Tim Harford The Undercover Economist

Articles published in November, 2008

Another chance for another ‘workaholic’?

I was recently stood up on a first date. The guy sent me a message four hours after we were supposed to meet, saying he hadn’t made it because he’d had to work and had been unable to call because his phone battery was dead. I was disappointed and angry. When he apologised and proposed meeting up later that week, I said no.

I found these excuses all too familiar. Using “working” as an excuse without respecting my time was exactly what my ex-boyfriend did to me. I always forgave him, and tried to be understanding. But he did this repeatedly and each time he knew that I was going to forgive him. Never again!

However, maybe everyone needs a chance to make things right. Am I punishing this guy for my ex’s behaviour?


Dear BC,

This is an experimentation problem: how much do you need to see of a man’s behaviour before deciding you’d be better off without him? It is also a signalling problem: you need to ensure you don’t appear to be a doormat.

With your ex-boyfriend, you made both mistakes: ignoring plentiful evidence of his selfishness, while encouraging him to walk all over you by forgiving his abuse. (Economists call this latter problem “moral hazard”.)

Yet I think you have been harsh on the new chap. Admittedly, he got off to a poor start. If you have a queue of suitors, by all means move on. If not, it would be wise to allow him one chance. Your “no second chances” policy gives him the right incentives in future, but that is irrelevant unless you give him another try.

You should make the price of a second date high but not infinite. Insist on lobster and champagne. If he complies, he has made it worth your while. He will also have learned to keep his phone charged in future.

Also published at ft.com.

29th of November, 2008Dear EconomistComments off

What will we buy to help us through hard times?

Anyone wondering how consumers behave in a recession need simply trawl the tabloids for inspiration. According to The Sun, sales of aphrodisiacs are up and so are sales of maternity dresses: not everything turns down in tough times, it seems. Elle Macpherson’s underwear is said to be doing well; so too is the budget store Poundland. Some stories seem contradictory: one newspaper claims that Ryanair is set to make a profit, while another reports that weekend breaks to European cities are no longer in demand. Other stories are frankly bizarre: the crunch is alleged to have given a fillip to sales of cake, wooden “gravestones”, West End musicals and tickets to see the film Mamma Mia!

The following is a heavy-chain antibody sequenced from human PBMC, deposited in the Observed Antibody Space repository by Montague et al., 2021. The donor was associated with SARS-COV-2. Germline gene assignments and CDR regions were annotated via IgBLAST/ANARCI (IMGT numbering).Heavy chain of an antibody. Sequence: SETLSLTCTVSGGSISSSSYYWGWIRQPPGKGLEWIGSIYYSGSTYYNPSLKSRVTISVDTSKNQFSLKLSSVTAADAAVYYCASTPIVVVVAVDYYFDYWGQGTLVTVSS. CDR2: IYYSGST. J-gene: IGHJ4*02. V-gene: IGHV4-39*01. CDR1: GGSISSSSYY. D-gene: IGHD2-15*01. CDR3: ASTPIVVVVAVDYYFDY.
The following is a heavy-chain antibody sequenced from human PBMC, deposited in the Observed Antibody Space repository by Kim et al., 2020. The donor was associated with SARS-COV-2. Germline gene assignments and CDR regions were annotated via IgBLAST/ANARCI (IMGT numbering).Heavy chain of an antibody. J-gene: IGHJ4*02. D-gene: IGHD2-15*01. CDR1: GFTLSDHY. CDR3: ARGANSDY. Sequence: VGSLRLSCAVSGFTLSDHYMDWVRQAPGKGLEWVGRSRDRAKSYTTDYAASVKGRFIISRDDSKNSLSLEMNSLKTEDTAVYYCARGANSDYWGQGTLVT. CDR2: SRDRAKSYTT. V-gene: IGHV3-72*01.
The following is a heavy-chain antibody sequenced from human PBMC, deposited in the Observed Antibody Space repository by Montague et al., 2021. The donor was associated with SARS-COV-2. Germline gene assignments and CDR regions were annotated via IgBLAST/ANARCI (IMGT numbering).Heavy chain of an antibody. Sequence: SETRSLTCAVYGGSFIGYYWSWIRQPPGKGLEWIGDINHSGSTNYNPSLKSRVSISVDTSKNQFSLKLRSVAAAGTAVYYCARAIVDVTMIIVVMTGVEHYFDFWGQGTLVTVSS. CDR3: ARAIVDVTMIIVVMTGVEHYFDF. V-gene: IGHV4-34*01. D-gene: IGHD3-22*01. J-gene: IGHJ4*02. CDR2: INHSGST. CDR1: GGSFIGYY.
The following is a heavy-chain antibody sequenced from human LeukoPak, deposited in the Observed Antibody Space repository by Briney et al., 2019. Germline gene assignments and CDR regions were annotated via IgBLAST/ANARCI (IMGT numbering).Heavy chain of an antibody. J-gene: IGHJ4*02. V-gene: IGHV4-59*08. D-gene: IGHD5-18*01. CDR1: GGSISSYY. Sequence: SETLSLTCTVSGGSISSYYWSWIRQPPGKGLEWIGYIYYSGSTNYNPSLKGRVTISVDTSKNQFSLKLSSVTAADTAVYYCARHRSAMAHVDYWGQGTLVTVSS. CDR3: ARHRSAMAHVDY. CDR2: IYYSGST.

The quality press has not resisted the temptation to join in the guessing game: The Economist imagined the return of the nutritious fish snoek, while this paper found evidence that physiotherapists were in demand to perk up stressed City workers.

All this speculation is an engaging diversion, but tells us little. Even the more solid reports are often based on anecdotes; many are simply spin or wishful thinking. I’ve heard a food retailer muse that Fairtrade-branded goods are recession-proof, because once people have seen the light about the importance of fair trade, they never turn back. A travel industry expert told me that the worse things get, the more people feel in need of a holiday. Perhaps he is right. I wouldn’t bet on it.

I doubt that these early reports will tell us much about what will happen in the trough of this recession. One of the reasons people curtail their spending is because they lose their jobs. But unemployment is not yet especially high: it was higher in late 2006 than in September this year. There is plenty of scope for things to worsen on that score.

Economic theory tells us that consumers should cut back their spending if they believe that their earning power will fall for an extended period of time, but if they believe the hard times are temporary – say, a short period out of work – they should “smooth” by borrowing in hard times and paying back when things pick up. Because of smoothing, consumption should not shrink as much as the economy does. That sounds reassuring, but Ray Barrell of the National Institute of Economic and Social Research has two pieces of bad news.

The first is that this is the wrong sort of recession: because it was precipitated by a banking crisis, consumption may well fall much more dramatically. That’s plausible. Consumers who want to smooth consumption can’t borrow to do so. This is what happened during the 14 banking crises in various high-income countries that Barrell and his colleagues have studied.

The second piece of bad news relates to the first. Because consumers were already borrowing heavily in the good times, both credit constraints and a long overdue realism are likely to bite all the more deeply. That, too, is a tendency Barrell finds in the data.

Of course, as the sellers of herbal Viagra are said to be discovering, when consumer spending falls, some products do well and others do very badly. Nervous retailers looking for clues might wish to pick up research from the 1990s by the economists Martin Browning and Thomas Crossley, called “Shocks, Stocks and Socks”. They found that when people are unemployed they save money in a logical way, by not buying “small durables” such as socks, and indeed clothes in general. In the short term, people get by and save about 15 per cent of their household budget. When they find a new job, they replace the tired old socks. Bad news for Marks & Spencer; good news for sellers of needles and thread.

Also published at ft.com.

Should we take a pay cut?